When did promoting inclusion become a hate crime?

I have suggested for a few years that what is now considered the mainstream ‘disability movement’, made popular in the same context as Corbyn, are focused on the exclusion and by default, eugenics, of people with impairments. This is a strong allegation but two events in the last seven days have confirmed to me that my concerns are well founded.

The first event is when Liz Carr, a television actress with impairments and well-known activist, at a Labour Party conference fringe meeting, compared supporting people with impairments into employment with sending then to Nazi concentration camps! She then went on to explain how being a ‘disabled person’ in 2016 Britain meant you were hated and vilified by the government’s workshy and benefit scrounger rhetoric.

Now, there may be a valid reason to raise concerns about how people are being tested by WCA, but the idea of people being vilified is another issue and certainly not what it seems. The reality is the whole ‘benefit scrounger’ rhetoric was created by activists to combat the pro-inclusion agenda.

The means that activists like Liz will accuse anyone who supports people with impairment’s meaningful inclusion into society as labelling them as benefit scroungers, and so reinforcing a politically correct notion that excluding people with impairments is the only right way to think, especially when you may be a target of online abuse if you do not.

The idea that promoting inclusion is a hate crime has become so mainstream that even the government has been forced to take a step back, leading the 2nd event of the week. This is the proposed scrapping of WCA reassessments where the level of impairment makes it ‘pointless’.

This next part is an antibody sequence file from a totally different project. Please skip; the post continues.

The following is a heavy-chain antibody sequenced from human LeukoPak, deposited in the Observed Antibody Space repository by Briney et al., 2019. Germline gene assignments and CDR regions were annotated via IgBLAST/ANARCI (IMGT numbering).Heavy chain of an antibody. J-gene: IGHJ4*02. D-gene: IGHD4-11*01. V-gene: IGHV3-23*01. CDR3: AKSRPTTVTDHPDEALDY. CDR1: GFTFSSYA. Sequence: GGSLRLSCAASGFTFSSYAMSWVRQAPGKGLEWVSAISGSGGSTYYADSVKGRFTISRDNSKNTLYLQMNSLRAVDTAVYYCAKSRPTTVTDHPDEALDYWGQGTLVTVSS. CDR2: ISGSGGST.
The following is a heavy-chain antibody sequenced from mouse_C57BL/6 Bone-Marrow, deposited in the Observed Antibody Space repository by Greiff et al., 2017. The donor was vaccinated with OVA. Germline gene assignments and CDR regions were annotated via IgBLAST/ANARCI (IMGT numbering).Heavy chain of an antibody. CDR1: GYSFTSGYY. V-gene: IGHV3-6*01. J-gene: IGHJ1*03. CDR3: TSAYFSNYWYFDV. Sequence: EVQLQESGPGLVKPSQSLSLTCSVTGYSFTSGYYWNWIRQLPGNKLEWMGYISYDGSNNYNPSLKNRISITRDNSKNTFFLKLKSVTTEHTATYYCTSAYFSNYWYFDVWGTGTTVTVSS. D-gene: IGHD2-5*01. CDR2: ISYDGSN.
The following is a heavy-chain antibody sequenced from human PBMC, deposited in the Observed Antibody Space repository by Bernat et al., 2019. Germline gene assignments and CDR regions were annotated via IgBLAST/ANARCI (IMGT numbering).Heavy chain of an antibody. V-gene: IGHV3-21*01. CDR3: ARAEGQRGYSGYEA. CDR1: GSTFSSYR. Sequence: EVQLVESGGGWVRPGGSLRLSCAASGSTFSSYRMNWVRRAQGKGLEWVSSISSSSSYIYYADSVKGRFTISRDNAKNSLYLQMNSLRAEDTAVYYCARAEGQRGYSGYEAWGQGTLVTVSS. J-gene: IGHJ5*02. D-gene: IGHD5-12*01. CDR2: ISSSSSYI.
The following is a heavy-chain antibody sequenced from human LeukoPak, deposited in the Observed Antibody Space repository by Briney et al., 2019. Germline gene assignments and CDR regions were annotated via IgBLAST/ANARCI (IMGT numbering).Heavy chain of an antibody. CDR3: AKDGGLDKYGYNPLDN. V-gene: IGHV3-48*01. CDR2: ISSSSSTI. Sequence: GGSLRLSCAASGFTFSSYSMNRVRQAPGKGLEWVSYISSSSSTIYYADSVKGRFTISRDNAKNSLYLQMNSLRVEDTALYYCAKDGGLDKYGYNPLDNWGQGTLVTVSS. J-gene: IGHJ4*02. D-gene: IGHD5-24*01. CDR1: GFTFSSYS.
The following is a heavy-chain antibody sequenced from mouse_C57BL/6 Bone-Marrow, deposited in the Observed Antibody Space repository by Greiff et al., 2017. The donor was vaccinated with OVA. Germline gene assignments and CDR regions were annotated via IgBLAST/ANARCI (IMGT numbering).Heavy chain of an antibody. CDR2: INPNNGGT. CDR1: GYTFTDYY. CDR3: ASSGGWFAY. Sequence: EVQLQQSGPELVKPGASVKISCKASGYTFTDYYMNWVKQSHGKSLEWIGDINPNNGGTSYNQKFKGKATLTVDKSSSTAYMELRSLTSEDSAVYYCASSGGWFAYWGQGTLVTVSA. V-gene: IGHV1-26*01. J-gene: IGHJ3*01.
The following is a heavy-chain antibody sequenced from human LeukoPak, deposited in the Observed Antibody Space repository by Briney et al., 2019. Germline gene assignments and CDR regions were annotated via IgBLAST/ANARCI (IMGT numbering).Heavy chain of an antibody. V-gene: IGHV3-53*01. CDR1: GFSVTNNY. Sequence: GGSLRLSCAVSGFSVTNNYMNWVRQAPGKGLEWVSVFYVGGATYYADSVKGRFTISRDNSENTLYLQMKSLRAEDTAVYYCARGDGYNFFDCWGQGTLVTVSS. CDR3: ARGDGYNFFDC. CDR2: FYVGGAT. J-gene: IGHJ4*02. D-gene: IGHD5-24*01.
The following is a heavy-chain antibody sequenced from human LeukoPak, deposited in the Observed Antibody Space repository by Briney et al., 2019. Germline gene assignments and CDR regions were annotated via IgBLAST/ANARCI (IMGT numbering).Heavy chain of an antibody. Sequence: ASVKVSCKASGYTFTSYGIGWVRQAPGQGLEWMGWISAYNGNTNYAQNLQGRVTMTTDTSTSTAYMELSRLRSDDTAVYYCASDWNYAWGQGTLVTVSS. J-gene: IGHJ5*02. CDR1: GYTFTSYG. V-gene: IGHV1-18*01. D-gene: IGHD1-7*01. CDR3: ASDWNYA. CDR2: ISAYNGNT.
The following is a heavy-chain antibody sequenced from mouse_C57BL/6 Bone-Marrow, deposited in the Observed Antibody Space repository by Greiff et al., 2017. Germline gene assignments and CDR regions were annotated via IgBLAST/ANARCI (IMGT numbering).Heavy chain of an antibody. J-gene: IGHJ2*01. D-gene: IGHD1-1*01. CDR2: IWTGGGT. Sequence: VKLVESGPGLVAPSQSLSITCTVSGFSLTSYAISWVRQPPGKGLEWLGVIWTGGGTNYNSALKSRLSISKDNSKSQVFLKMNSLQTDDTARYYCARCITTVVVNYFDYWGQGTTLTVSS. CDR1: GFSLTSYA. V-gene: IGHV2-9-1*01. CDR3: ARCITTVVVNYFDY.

This sounds a good idea in some cases although there is a sinister implication to it. It means for young adults with lifelong conditions that they will only be assessed once when they are 18 and basically left to rot unsupported for the rest of their lives, sitting at home doing nothing as nothing is expected from them. And as I warned many times before, this culture can only increase the rise in eugenic thinking.

There is also likely to be a growing list of impairment labels which will be automatically excluded from reassessments and ultimately assessments, fought for by charities like Scope and National Autistic Society, who welcome this exclusion policy. Endless pity campaigns about this or that condition will grow the list of people with impairments excluded from society simply to please middle-class prejudices.

If Labour is elected, when pigs start flying, and they do scrap WCA, then I fear there will be a secret and informal 2 tier system regarding the employment opportunities offered to people with impairments based on this list. This means under both systems, a ‘profoundly incurable’ person like myself will find themselves sitting on a state issued bean bag for most of their life doing nothing, simply because of the prejudices of others.

When the modern disability movement hates real and meaningful inclusion and needs to frame it ‘as the enemy’, what a mess we have gotten ourselves in to. But it is a part of the selfish society we now live in, where no one wants to take responsibility for their actions. Inclusion is hard work so why bother is the attitude of those who are happy to play the vulnerable victim if it gets them the cash they want without working for it like others do.

Inclusion must include a conversation about paid employment as this is at the heart of any post-industrial society whether it is a capitalist or socialist system. Assuming in 2016 that people with impairments must sit on the sidelines throughout their life living on handouts because they are naturally inferior is as backwards as the social roles we assumed for women and others in the past. Those who celebrate exclusion are a danger to people with impairments who require challenging to stop a long term solution offered by eugenics.

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